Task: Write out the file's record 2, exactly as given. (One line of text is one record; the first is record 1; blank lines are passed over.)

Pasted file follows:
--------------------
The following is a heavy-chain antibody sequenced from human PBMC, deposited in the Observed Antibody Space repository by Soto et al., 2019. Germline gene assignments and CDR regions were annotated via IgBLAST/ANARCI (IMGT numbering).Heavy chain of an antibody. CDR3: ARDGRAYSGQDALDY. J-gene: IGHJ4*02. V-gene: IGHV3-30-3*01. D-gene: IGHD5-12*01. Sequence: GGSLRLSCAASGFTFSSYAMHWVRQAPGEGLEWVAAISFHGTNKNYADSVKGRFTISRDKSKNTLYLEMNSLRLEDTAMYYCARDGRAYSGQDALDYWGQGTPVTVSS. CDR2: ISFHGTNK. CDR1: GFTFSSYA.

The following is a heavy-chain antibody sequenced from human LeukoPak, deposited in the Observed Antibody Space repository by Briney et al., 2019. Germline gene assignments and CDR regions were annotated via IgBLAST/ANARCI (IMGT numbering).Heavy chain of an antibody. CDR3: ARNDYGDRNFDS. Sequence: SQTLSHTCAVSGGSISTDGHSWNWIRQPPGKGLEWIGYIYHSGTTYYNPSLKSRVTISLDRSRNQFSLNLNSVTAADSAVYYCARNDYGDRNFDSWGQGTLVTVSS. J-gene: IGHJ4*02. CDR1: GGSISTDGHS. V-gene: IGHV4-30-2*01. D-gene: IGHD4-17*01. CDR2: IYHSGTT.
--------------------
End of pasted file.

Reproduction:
The following is a heavy-chain antibody sequenced from human LeukoPak, deposited in the Observed Antibody Space repository by Briney et al., 2019. Germline gene assignments and CDR regions were annotated via IgBLAST/ANARCI (IMGT numbering).Heavy chain of an antibody. CDR3: ARNDYGDRNFDS. Sequence: SQTLSHTCAVSGGSISTDGHSWNWIRQPPGKGLEWIGYIYHSGTTYYNPSLKSRVTISLDRSRNQFSLNLNSVTAADSAVYYCARNDYGDRNFDSWGQGTLVTVSS. J-gene: IGHJ4*02. CDR1: GGSISTDGHS. V-gene: IGHV4-30-2*01. D-gene: IGHD4-17*01. CDR2: IYHSGTT.